I enjoyed reading these comments, they reminded me of so many authors I had long forgotten and now intend to revisit. Thanks to you all…
In the notes to his Selected Poems (1955), Randall Jarrell notes that “A Game At Salzburg” contains
He continued, “It seemed to me that if there could be a conversation between the world and God, this would be it.”
Not sure when Vonnegut’s Mercurian (Mercurial?) blobs appear, but I’d guess not earlier than The Sirens of Titan (1959). Coinkydink?
Nnedi Okorafor’s novel Lagoon imagines what happens when aliens with scarily powerful shapeshifting and matter-manipulation abilities announce their intention to settle peacefully in Lagos, Nigeria. Every preexisting tension in society gets stretched to the breaking point. (And it turns out it’s not even the only supernormal thing going on.)
Her Binti stories take place mostly in Namibia in a far future in which aliens have been interacting with humans for centuries, and particularly promising students can enroll in a galactic university. The local human superpower has a generations-long war going on with jellyfish-like aliens, and there are people with near-magical powers that seem to be the result of extraterrestrial manipulation.
I’m happy to see Stanisław Lem get his due–back in the early days of the Web I had a fan site about his books and it seemed like, for all the great international fame he had, he was relatively obscure in the US. (Though probably not as obscure as any other non-English-language SF writer, after Jules Verne.)
Some of his books, particularly the earlier novels, have never been translated into English and a few used to be only available in quite bad translations. One of those was The Invincible, which got a much better translation in the 2000s by Bill Johnston, but I think that’s only available as an e-book. I read it recently, anyway–that was an early exploration of his theme of evolution of artificial cybernetic organisms, following a different path from that of increasing intelligence. And it’s an atmospherically scary book.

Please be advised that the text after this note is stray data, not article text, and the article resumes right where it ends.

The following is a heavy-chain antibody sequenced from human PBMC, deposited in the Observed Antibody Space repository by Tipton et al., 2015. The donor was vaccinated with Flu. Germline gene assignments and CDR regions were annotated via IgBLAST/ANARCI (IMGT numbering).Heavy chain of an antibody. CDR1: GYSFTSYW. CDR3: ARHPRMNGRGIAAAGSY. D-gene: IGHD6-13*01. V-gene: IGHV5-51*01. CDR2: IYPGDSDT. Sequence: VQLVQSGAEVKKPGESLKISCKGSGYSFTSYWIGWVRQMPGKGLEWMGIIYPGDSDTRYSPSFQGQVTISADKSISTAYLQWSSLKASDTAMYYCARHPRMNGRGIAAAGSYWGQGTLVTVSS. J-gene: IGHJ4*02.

Liu Cixin’s Three-Body Problem trilogy describes a rather terrifying vision of a universe in which any intelligent species whose existence becomes generally known is going to be squashed flat by the interstellar competition. Maybe literally. By the end of the series it becomes apparent that even the laws of physics as we know them are being manipulated as a tool of inter-species warfare.
C.JCherryh was mentioned upthread for her Foreigner series. I also liked her alien Mri, in the Faded Sun trilogy, which we see through the experience of a human struggling to live alongside the aliens.
@Doug R: Paul is a huge favorite of both me & my husband, but I have to admit Vulcans are still my preferred aliens, & the ones I hope turn out to be real.
Brian Aldiss’s The Dark Light Years is a weird one–there’s an intelligent species that humans don’t recognize as intelligent because the aliens spend their time wallowing in their own shit, and humans have too great a hangup about such things.
Omnilingual was a H. Beam Piper short story IIRC